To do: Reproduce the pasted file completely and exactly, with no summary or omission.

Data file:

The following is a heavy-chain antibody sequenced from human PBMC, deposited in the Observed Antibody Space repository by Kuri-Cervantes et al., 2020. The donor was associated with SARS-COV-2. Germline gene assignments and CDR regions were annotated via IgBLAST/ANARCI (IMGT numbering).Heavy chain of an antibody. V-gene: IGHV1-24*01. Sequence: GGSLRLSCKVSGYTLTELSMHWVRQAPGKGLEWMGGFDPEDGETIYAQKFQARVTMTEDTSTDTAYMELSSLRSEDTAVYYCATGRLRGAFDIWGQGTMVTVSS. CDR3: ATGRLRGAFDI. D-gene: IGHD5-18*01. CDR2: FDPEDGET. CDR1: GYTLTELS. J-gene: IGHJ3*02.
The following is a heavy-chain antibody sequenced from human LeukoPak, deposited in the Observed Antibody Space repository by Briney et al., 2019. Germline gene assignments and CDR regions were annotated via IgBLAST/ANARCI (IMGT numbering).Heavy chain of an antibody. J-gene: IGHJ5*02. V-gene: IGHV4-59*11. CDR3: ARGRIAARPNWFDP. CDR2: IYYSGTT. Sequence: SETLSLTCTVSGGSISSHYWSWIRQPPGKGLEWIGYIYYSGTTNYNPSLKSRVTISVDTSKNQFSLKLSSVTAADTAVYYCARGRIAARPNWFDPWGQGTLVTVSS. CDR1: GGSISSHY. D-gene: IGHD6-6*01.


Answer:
The following is a heavy-chain antibody sequenced from human PBMC, deposited in the Observed Antibody Space repository by Kuri-Cervantes et al., 2020. The donor was associated with SARS-COV-2. Germline gene assignments and CDR regions were annotated via IgBLAST/ANARCI (IMGT numbering).Heavy chain of an antibody. V-gene: IGHV1-24*01. Sequence: GGSLRLSCKVSGYTLTELSMHWVRQAPGKGLEWMGGFDPEDGETIYAQKFQARVTMTEDTSTDTAYMELSSLRSEDTAVYYCATGRLRGAFDIWGQGTMVTVSS. CDR3: ATGRLRGAFDI. D-gene: IGHD5-18*01. CDR2: FDPEDGET. CDR1: GYTLTELS. J-gene: IGHJ3*02.
The following is a heavy-chain antibody sequenced from human LeukoPak, deposited in the Observed Antibody Space repository by Briney et al., 2019. Germline gene assignments and CDR regions were annotated via IgBLAST/ANARCI (IMGT numbering).Heavy chain of an antibody. J-gene: IGHJ5*02. V-gene: IGHV4-59*11. CDR3: ARGRIAARPNWFDP. CDR2: IYYSGTT. Sequence: SETLSLTCTVSGGSISSHYWSWIRQPPGKGLEWIGYIYYSGTTNYNPSLKSRVTISVDTSKNQFSLKLSSVTAADTAVYYCARGRIAARPNWFDPWGQGTLVTVSS. CDR1: GGSISSHY. D-gene: IGHD6-6*01.